(photo credit: REUTERS)
The German multinational company Hasco discharged a group leader who denigrated Israel and Judaism on his Facebook page.
Christoph Ehrlich, a managing director of the firm, told The Jerusalem Post on Wednesday that the 35-year-old German Muslim trade union member was dismissed from his job in the global supplier tool and mold-making equipment company, which is located in the city of Lüdenscheid in North Rhine-Westphalia state.
“The appropriate actions were taken. The group leader is no longer a member of our company. We will in the future speak out against every form of racism or racist informed statements,” Ehrlich said.
reported on the case during the first week of June and asked Hasco about its defense of the employee’s anti-Semitic statements.
The team leader crossed out a Star of David and wrote, “F*** You Israel,” on his Facebook page. The posting remained on his Facebook page for more than a year.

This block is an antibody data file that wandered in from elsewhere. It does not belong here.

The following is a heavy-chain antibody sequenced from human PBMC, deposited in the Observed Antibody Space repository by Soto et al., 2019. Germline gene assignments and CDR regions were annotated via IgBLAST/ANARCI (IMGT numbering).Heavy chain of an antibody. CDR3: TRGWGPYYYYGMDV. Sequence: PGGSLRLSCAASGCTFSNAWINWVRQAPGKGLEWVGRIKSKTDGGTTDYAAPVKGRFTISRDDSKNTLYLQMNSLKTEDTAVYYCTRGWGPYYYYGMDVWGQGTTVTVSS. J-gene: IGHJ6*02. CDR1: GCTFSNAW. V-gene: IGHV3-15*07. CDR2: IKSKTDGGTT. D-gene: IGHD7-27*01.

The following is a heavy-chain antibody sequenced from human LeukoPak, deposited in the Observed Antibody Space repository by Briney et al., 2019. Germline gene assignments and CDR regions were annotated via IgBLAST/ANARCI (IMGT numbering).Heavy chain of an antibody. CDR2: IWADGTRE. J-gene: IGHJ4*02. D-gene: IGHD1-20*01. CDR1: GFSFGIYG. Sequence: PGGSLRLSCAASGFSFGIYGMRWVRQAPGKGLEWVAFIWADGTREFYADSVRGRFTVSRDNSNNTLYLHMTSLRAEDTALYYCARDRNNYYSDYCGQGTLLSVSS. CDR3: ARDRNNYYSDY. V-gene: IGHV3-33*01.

Michael Mey, a lawyer for the Confederation of German Trade Unions (DGB), wrote the Post
by email on Wednesday that “the personnel division of Hasco informed the works council that the group leader’s employment will end on September 30.”
Mey was slated to argue on behalf of the works council that the Hasco should rescind its promotion of the group leader.
Dr. Shimon Samuels, the director for International Relations for the Simon Wiesenthal Center, called in June for the group leader to be sacked, “to ensure that he does not continue to infect his fellow workers in the path of hate.”
The company’s works council argued that the employee should not be promoted, because his anti-Semitic statements are not protected free speech.
The trade union said he attacked not only the State of Israel but the Jewish religion.
The employer argued that it cannot identify an anti-Semitic view, and added that the anti-Israel comments were published 18 months ago.
The man previously sought to a remove Christian crosses from his co-workers’ work stations because they injured his personal feelings. The local works council, as well as DGB, argued his promotion would disrupt “industrial peace” in the company.
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